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March 24, 2021 Wednesday 09:45:11 AM IST

Life is Full of Sound and ...

photo by mohamed hassan for pixabay.com

On the days of dubbing of a TV film or serial he would appear with a few metal boxes containing air horns, pulleys, time pieces, bells, vessels, spoons, buckets and even used toys that you would find in the cupboards of children or piled up in raddi shops for recycling. When a character rides a cycle in the film, we often don't notice the sound of the bell. Or when the hero drinks tea and puts the cup back in the saucer, there has to a sound of the ceramic cup hitting the saucer. Or when a door is opening, a small creaking sound has to be created. When a woman draws water from the well, the sound of the pulley, the clang of the bucket hitting the water gives richness to a scene. Such sounds are not recorded while shooting but created in the dubbing room.

I used to observe Raj Marthandam, sound effects artist, create such sounds in the dubbing room after Ramesh (FTII Sound Engineering Alumni) had completed the edits painstakingly sitting along with the director. I only got briefly introduced to Raj and since I would be going with the news team covering local events for Doordarshan, I didn't get much opportunity to interact. 

Sync Sound
Indian cinema had an old tradition of using location sound as post production facilities weren't advanced in those times. Today there are big collections of digital libraries having all possible sounds on earth. The idea of using location sound in Indian cinema was revived after a long time by Oscar award winner Resul Pookutty.  As the 67th National Film Awards were announced I felt we still do not attach importance to sound effects or people like Raj Marthandam who helped the film and TV industry in the pre-digital era with their ingenious ways of producing original sound on track.

I did an internship for about a month in a TV studio named Roshni TV Pageant in Trivandrum as part of my master’s programme in communication and journalism in Kerala University. It was run by Mr KRS Nair, a political journalist with Blitz. I had run out of options after completion of studies, as mainstream media had already filled their quota of interns. I had gone to meet him seeking an internship in Blitz. However, he said he had to file only one political story a day and he was quite influential among the politicians and ministers. It was easy for him to get stories over phone or write news analysis. However, he suggested that I could learn more about news production and TV production if I could spend some time in his studio. 

PM Visit
I remember the visit of Prime Minister Shri PV Narasimha Rao to assess the flood situation in Kerala. John Ulahanan, the Doordarshan correspondent who had attained stardom in those days was assigned the task of reporting and interviewing the Prime Minister and accompanied by the Roshni TV Pageant crew. It was my first experience of getting involved with the coverage of a VVIP event and seeing a Prime Minister at very close quarters.  He spoke only in measured words and sentences. 

Even as most of my internship days were lonely and without much action just being a silent observer to what’s going on in TV entertainment and news.  And It didn't help much for my career but enabled a peep into how TV programmes were made.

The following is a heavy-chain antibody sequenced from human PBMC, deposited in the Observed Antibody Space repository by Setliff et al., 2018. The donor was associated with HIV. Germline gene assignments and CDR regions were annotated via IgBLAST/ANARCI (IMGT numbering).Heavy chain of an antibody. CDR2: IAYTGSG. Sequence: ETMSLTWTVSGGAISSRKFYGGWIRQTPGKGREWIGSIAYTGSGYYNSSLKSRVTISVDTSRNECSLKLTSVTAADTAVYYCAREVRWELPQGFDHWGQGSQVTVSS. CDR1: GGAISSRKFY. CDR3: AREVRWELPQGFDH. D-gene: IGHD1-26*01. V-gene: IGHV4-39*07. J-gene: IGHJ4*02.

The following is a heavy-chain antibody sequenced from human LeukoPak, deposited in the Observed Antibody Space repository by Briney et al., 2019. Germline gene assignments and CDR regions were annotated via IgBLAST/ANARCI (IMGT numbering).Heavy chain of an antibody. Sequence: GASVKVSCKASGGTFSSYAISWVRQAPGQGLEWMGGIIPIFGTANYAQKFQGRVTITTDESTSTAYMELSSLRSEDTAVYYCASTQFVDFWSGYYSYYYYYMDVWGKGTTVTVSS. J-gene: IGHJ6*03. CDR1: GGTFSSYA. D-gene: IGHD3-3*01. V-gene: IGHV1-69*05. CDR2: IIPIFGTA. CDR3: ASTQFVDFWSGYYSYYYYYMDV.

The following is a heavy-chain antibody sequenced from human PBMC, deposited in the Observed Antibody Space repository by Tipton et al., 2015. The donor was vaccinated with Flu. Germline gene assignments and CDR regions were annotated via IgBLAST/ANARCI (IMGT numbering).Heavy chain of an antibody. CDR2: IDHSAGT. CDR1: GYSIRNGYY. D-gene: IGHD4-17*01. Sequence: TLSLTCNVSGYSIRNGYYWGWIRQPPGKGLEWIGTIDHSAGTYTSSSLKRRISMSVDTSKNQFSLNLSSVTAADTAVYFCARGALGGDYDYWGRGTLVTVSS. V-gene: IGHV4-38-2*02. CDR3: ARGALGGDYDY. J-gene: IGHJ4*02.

On some days, I would land up in KRS Nair's office cum residence in the heart of the city (his studio was far on the way towards airport) and I would find him taking stock of his footage used by Doordarshan. His income depended on how many seconds the Roshni TV footage was aired and I could understand the stress he was going through.  His son was a journalist in PTI. Sometimes, he would talk about great leaders especially of the Left front whom he was closely associated with. I think his studio was inaugurated by E K Nayanar, the then Chief Minister of Kerala.

I lost touch with Mr KRS Nair after I became a journalist, but one day I read the news that he was found dead in a lodge in Kollam as he had gone broke due to losses in TV studio business. Many of the crew who worked for him went in search of greener pastures. While John Ulahanan, the star performer of Doordarshan news in the 1980’s and 1990’s had to succumb to liver or gastric problems as he turned alcoholic. He was closely related to one of the best newspaper editors India has ever seen-  Mr B G Varghese, who gave a new meaning to development journalism.

Media guys are normally passionate about what they do and want to make some impact in society. They are those who believe life is all sound and passion (not fury). Many fall by the wayside and people forget about them and celebrate the victors.



Sreekumar Raghavan

Sreekumar Raghavan is an award-winning business journalist with over two and a half decades of experience in print, magazine and online journalism. A Google-certified Digital Marketing Professional, he specialises in content development for web, digital marketing and training, media relations and related areas. He is the recipient of MP Narayana Pillai Award for Journalism in 2001 and holds a bachelors degree in Economics and Masters Degree in Mass Communication and Journalism from Kerala University.

 

 

 

 


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